Apparently Hulu’s content providers (which I believe includes FOX & NBC) decided to pull their support for Boxee.  Now if you haven’t been following Boxee, they are one of the few companies actually making inroads into “set-top conversion” software, allowing people with computers to get the TV shows they want legally from their computers onto actual television screens.  It’s sad really, that this should be an issue.  Almost every show we watch online (legally, usually via the networks’ streaming sites) usually only has one commercial.  So if you’re watching an hour of television at NBC.com and you’re hoping for a variety of commercials you’ll be disappointed, you’ll simply get the same commercial over and over again.  How is it they can’t figure this out?  I distinctly remember watching a Verizon LG Chocolate phone commercial approximately 30 times (with the Feist song as soundtrack) as multiple episodes of a show simply had the same commercial.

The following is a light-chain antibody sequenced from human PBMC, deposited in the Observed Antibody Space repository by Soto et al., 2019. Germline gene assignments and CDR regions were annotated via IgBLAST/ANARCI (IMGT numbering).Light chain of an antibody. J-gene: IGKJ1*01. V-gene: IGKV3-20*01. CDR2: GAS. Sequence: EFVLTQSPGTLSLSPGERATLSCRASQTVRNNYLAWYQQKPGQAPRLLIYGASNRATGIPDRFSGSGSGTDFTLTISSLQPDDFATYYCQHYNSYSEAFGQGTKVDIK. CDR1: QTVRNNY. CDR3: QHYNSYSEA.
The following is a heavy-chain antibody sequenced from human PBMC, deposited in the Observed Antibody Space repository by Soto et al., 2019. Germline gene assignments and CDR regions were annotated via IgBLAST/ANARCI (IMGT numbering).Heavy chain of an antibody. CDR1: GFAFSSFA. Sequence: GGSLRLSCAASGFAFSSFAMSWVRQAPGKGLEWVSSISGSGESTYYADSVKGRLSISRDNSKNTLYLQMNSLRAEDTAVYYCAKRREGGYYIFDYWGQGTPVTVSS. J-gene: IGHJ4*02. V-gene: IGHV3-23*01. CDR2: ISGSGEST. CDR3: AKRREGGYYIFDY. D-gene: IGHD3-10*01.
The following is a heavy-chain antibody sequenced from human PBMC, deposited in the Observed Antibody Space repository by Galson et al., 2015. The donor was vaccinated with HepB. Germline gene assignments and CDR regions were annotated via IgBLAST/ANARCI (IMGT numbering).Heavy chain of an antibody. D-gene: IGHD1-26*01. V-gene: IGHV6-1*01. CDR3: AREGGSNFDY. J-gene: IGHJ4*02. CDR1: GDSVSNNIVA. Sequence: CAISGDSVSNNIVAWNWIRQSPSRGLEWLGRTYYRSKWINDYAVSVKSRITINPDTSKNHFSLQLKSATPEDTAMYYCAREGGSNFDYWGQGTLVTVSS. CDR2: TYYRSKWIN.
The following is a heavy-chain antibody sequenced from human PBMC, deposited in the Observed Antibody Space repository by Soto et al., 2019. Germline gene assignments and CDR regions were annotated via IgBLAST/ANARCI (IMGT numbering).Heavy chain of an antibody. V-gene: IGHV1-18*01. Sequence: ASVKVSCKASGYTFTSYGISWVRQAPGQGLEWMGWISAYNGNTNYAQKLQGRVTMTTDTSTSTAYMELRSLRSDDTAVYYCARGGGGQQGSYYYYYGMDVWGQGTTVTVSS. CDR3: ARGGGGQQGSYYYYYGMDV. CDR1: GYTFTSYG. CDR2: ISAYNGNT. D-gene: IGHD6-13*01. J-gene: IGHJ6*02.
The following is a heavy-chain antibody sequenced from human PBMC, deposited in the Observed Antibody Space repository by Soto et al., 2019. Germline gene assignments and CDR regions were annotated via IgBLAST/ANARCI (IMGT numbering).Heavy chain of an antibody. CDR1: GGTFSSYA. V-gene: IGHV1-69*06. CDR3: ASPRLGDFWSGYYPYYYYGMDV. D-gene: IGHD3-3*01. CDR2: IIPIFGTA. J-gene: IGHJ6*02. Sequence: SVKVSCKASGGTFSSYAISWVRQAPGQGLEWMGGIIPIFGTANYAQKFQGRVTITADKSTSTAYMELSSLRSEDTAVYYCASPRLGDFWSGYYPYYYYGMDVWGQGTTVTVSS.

Anyhow, at some point I’m going to try and put together a small low power HTPC that can record and playback at least a 720p stream.  Most of the Intel Atom motherboards simply have abysmal video performance and NVIDIA is supposed going to release something soon (and possibly a new Mac Mini). XMBC or Boxee, or even XP Media Center would work as far as a front end.  My requirements are pretty minimal, I’d like to have a Firefly MT-DAAPD server running for music (transcoding .flac to .wav for iTunes/Airtunes) and possibly a second instance of it running for the rest of the mp3/aac/m4a’s.  I’d probably record shows via the SiliconDust HDHomeRun, which would give two tuners for playback/recording.  Mostly the challenge has been finding something that is close to silent and fanless (especially as the Atom could be fanless) but it really hasn’t been optimized for HTPC applications yet.  OSX86 (search “Hackintosh”) with Boxee and Elgato EyeTV could potentially be an option as well.  MythTV could work too.  Who knows?  Right now I’m pretty happy with the Airtunes and Firefly setup.